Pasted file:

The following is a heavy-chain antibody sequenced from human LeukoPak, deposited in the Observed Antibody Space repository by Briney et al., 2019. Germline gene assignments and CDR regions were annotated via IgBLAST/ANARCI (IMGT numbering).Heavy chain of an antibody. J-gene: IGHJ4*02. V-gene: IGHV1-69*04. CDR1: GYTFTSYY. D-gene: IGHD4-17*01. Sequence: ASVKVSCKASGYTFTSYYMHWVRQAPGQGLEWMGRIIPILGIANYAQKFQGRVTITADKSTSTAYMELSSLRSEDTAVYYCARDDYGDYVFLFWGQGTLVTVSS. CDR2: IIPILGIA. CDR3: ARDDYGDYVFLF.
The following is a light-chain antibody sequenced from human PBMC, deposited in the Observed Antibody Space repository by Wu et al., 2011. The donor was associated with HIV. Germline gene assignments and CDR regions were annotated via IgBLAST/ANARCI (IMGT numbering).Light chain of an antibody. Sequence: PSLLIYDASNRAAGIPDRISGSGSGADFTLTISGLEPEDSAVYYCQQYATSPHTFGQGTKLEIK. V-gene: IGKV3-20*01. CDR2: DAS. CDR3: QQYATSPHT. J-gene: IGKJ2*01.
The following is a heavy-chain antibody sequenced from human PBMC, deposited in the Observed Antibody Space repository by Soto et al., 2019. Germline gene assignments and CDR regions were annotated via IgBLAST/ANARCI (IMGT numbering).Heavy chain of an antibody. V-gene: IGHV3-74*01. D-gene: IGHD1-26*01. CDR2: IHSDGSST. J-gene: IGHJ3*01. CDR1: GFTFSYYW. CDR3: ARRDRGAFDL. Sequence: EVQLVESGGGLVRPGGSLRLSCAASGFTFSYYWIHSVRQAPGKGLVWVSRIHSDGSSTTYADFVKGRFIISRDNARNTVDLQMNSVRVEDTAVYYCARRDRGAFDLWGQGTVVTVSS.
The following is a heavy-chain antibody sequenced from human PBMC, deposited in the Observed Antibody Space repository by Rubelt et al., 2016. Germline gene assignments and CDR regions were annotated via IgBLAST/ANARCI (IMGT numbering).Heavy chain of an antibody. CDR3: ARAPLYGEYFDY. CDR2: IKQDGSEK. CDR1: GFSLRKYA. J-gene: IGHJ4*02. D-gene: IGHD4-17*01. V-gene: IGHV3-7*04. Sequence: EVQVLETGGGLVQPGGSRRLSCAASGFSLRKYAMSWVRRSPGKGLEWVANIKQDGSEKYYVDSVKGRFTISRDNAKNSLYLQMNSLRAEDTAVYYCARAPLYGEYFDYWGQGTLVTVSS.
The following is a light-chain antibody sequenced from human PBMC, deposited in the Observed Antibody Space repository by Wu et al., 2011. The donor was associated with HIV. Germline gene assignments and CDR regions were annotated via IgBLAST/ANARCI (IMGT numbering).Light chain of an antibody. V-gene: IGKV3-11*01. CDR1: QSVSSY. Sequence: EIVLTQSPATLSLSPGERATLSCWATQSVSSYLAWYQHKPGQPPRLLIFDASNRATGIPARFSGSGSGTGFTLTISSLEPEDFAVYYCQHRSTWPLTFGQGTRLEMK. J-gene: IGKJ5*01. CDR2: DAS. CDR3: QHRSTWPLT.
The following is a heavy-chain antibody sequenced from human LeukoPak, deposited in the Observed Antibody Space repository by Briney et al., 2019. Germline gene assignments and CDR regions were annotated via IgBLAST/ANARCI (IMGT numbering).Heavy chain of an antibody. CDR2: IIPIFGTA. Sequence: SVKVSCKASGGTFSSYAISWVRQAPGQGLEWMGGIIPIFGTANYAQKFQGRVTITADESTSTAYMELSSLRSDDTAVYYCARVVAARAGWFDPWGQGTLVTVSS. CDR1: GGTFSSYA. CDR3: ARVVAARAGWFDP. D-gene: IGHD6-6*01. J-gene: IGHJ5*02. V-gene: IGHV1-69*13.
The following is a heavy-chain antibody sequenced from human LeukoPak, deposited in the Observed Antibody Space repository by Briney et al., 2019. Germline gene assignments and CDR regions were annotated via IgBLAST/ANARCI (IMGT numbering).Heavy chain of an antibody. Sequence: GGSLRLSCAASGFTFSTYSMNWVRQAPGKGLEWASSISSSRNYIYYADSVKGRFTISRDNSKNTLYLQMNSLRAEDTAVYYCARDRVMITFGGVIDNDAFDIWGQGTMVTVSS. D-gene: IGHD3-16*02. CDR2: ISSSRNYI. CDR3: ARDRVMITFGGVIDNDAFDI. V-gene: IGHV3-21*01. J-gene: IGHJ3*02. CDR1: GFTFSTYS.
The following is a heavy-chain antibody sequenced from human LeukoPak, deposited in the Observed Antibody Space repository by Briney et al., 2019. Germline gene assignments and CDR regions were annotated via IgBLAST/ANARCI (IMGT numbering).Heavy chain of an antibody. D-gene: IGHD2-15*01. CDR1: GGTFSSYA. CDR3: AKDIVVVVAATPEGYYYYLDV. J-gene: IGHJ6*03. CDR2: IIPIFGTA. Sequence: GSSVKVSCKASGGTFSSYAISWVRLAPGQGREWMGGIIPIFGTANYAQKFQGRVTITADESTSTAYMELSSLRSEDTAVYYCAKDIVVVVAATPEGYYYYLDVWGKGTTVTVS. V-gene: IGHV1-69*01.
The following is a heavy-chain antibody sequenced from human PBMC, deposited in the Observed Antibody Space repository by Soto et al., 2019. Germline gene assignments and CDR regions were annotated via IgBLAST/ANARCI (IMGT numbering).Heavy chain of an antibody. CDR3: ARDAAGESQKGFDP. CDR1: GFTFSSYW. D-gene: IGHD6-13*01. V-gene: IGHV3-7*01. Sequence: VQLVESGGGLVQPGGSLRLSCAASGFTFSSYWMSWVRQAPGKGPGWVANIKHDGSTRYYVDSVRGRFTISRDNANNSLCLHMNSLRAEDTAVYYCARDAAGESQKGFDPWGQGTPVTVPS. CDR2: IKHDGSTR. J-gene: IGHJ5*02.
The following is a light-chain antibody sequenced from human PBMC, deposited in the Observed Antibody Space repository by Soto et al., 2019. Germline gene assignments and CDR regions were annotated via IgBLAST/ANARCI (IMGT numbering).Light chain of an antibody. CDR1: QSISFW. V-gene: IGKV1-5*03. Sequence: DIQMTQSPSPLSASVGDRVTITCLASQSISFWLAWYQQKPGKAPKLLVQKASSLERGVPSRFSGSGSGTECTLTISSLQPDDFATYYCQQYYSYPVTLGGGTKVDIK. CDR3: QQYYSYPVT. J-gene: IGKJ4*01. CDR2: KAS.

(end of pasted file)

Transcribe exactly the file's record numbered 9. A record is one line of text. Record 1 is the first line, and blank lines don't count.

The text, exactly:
The following is a heavy-chain antibody sequenced from human PBMC, deposited in the Observed Antibody Space repository by Soto et al., 2019. Germline gene assignments and CDR regions were annotated via IgBLAST/ANARCI (IMGT numbering).Heavy chain of an antibody. CDR3: ARDAAGESQKGFDP. CDR1: GFTFSSYW. D-gene: IGHD6-13*01. V-gene: IGHV3-7*01. Sequence: VQLVESGGGLVQPGGSLRLSCAASGFTFSSYWMSWVRQAPGKGPGWVANIKHDGSTRYYVDSVRGRFTISRDNANNSLCLHMNSLRAEDTAVYYCARDAAGESQKGFDPWGQGTPVTVPS. CDR2: IKHDGSTR. J-gene: IGHJ5*02.